The 2018 PEN America Awards

Sarah Harrison Smith on February 21, 2018
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PENlogo.pngLast night, PEN America announced the winners of its 2018 Literary Awards. Sally Kohn, a CNN commentator and author of the forthcoming book, The Opposite of Hate, hosted the event at NYU's Skirball Center in Greenwich Village. Like last year’s PEN award ceremony, this one incorporated music, dramatic performances, and video. New this year was PEN America’s decision to allow members of the general public to purchase tickets. Previously, only writers and industry professionals were invited. The combination made for a lively, sold-out show, which was imbued with the spirit of liberalism and free-speech advocacy PEN represents.

WhereasCover.jpegThe PEN/Jean Stein Book Award for “a book-length work of any genre for its originality, merit, and impact” was the biggest prize of the evening. Layli Long Soldier’s poetry collection, Whereas, published by Graywolf Press, won the $75,000 grant. Long Soldier, a member of the Oglala Lakota Nation, said, softly, “I’m so happy, but I’m so shy. It’s like, what do I say now?” She continued, “When I wrote Whereas, that was a moment to say, it’s O.K. for us to have boundaries, it’s O.K. to have respect, and it’s O.K. to hear parts of the history that you haven’t heard before in this country. As much as my book was a book of speaking back and responding, it was also a book of connection and relationship and love and honoring this land and our people.”

ZhangCover.jpegSour Heart: Stories, by Jenny Zhang, published by Lena Dunham's Random House imprint, Lenny, won the PEN/Robert W. Bingham Prize for Debut Fiction. (Notably, all finalists for the debut fiction prize were female.) "The last time I won an award was in fourth grade," Zhang joked. Later she said, "Thank you to the Chinese-American community for letting me tell some of our stories. Because if I'm being really honest, sometimes telling my people's stories can feel like a betrayal and not so much a triumph. Sometimes I wonder, who am I to sell out my community to those who are eager to consume our suffering and profit from our excellence? But still, I am very lucky that I have been able to tell my stories... and I know that freedom comes at great cost, so thank you, PEN for fighting for it."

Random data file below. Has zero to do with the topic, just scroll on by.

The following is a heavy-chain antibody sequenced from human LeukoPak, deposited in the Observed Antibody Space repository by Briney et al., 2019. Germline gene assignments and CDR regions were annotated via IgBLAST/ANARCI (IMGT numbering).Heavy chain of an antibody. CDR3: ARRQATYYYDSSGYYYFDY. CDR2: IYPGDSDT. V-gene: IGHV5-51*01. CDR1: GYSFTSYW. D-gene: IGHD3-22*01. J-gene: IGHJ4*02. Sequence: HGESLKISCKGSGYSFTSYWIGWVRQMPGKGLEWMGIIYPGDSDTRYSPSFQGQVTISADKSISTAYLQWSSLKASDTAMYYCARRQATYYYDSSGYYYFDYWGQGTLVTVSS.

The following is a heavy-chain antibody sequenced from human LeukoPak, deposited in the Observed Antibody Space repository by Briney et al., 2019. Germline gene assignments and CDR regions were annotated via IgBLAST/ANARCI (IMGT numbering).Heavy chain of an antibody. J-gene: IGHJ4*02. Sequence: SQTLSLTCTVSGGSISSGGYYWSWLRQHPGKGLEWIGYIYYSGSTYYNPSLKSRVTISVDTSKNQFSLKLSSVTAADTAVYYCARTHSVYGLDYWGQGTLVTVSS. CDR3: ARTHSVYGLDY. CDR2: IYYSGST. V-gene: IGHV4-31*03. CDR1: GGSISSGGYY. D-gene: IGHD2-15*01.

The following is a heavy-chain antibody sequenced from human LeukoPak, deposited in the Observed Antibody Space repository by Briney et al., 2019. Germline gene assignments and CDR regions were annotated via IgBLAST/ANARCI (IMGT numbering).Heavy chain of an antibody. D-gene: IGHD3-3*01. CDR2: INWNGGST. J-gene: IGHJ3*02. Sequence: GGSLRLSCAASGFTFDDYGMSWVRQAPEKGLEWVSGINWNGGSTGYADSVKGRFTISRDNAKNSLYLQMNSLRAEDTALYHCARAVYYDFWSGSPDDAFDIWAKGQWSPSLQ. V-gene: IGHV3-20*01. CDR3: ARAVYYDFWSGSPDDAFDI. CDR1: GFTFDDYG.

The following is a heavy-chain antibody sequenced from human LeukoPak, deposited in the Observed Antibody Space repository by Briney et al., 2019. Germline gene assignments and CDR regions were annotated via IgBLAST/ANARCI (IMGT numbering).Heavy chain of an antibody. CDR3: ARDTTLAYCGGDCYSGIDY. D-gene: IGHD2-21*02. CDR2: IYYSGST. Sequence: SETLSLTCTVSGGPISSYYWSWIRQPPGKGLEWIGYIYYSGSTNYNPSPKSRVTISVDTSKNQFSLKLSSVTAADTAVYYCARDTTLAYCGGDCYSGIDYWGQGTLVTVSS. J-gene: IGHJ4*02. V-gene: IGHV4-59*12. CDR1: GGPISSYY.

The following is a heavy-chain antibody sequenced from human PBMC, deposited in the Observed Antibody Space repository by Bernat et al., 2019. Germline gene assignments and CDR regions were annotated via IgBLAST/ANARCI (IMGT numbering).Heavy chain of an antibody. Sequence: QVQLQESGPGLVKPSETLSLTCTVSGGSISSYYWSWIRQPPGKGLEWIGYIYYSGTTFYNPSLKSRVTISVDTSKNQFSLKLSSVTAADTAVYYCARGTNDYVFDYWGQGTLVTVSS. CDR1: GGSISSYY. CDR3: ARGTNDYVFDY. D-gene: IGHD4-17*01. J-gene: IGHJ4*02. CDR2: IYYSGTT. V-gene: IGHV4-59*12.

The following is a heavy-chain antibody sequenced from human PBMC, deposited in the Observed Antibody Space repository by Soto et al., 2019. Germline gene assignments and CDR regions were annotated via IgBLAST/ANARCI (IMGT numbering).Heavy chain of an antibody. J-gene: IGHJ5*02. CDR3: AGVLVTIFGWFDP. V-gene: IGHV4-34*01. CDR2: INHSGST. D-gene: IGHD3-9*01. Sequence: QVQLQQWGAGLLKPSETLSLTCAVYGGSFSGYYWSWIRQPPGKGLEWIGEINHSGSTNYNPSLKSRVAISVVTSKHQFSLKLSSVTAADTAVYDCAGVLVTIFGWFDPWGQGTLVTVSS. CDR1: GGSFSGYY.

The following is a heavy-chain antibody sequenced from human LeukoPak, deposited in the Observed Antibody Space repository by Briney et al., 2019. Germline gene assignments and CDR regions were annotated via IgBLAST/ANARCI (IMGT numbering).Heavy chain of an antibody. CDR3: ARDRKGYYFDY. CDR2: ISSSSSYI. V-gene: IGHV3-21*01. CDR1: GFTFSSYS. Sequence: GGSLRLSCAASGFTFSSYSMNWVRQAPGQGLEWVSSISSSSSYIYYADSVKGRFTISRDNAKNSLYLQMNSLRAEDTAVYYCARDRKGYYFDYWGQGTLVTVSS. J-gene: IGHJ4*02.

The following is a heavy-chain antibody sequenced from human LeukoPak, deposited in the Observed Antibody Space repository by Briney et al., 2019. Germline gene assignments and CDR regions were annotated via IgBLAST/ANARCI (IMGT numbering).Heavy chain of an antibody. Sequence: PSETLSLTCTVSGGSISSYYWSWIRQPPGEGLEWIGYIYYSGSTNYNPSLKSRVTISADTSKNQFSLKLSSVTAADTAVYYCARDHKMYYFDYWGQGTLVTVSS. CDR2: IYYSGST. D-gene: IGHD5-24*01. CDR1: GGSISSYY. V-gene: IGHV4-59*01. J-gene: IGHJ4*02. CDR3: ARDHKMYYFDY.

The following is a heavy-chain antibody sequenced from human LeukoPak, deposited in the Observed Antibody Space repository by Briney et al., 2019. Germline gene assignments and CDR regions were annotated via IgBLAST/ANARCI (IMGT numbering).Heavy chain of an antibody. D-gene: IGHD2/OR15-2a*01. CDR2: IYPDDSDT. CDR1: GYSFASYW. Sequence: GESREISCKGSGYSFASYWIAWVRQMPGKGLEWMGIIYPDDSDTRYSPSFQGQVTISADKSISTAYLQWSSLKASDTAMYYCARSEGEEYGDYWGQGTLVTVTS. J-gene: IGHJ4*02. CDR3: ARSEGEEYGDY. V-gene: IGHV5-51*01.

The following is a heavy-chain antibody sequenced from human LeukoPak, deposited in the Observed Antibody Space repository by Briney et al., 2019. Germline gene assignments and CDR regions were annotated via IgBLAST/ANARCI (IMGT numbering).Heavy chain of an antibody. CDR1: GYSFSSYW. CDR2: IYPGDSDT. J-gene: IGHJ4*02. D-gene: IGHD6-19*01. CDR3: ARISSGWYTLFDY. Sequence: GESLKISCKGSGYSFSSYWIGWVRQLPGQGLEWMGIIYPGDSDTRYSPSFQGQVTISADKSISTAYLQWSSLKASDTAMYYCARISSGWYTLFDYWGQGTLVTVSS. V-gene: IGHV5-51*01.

WhitePhoto(1).jpegAmerican novelist Edmund White won the PEN/Saul Bellow Award for Achievement in American Fiction. The judges (Louise Erdrich, Adam Johnson, and Porochista Khapour) wrote in their citation that White “personifies a cosmopolitan Americanism at home in the world, yet increasingly endangered at home. His great subject is the vexed magnificence of love. His great art is to make that subject belong to everyone.”

OBrienPhoto.jpegIrish writer Edna O’Brien received the PEN/Nabokov Award for Achievement in International Literature. The judges (Diana Abi-Jaber and Michael Ondaatje) said of O’Brien: “Emerging from a time and place when women authors were not the norm, O’Brien endured public condemnation, her books burned and banned. Throughout it all, her writing remained undaunted, vital, her force unmitigated. Her stories cross oceans, go on the run, risk life and limb, and her readers a swept along on extraordinary journeys.”

LeGuincover.jpegThe PEN/Diamondstein-Spielvogel Award for the Art of the Essay went to Ursula K. Le Guin, for her book No Time to Spare: Thinking Out Loud about What Matters. The award was accepted on Le Guin’s behalf by her youngest child, Theo Downes-Le Guin, who spoke movingly about his mother, who died in January. “For those of us who knew Ursula’s spoken voice, reading these essays is much like her half of the dinner conversation: witty, erudite, prickly, and wiser than anyone I have ever known.” 

Dave Kindred won the PEN ESPN Lifetime Achievement Award for Literary Sports writing. Judges Sally Jenkins, Chloe Cooper James and Joe Nocera said that Kindred writes “about sports with a primacy of the physical sense and a plain, spare language that make his pieces into immediate experiences.”

John A. Farrell won the PEN/Jacqueline Bogard Weld Award for his biography, Richard Nixon: The Life.

The Butchering Art: Joseph Lister’s Quest to Transform the Grisly World of Victorian Medicine, by Lindsey Fitzharris, won the PEN/E.O. Wilson Science Writing Award.

The PEN/Voekler Award for “a poet whose distinguished and growing body of work represent a notable and accomplished presence in American literature” went to Kamau Brathwaite.

Jonathan Eig won the PEN/ESPN Award for Literary Sports Writing for Ali: A Life.

For the full list of award recipients, please follow this link to the PEN America website.

(Photo of Edmund White by Sophie Bassouls) 


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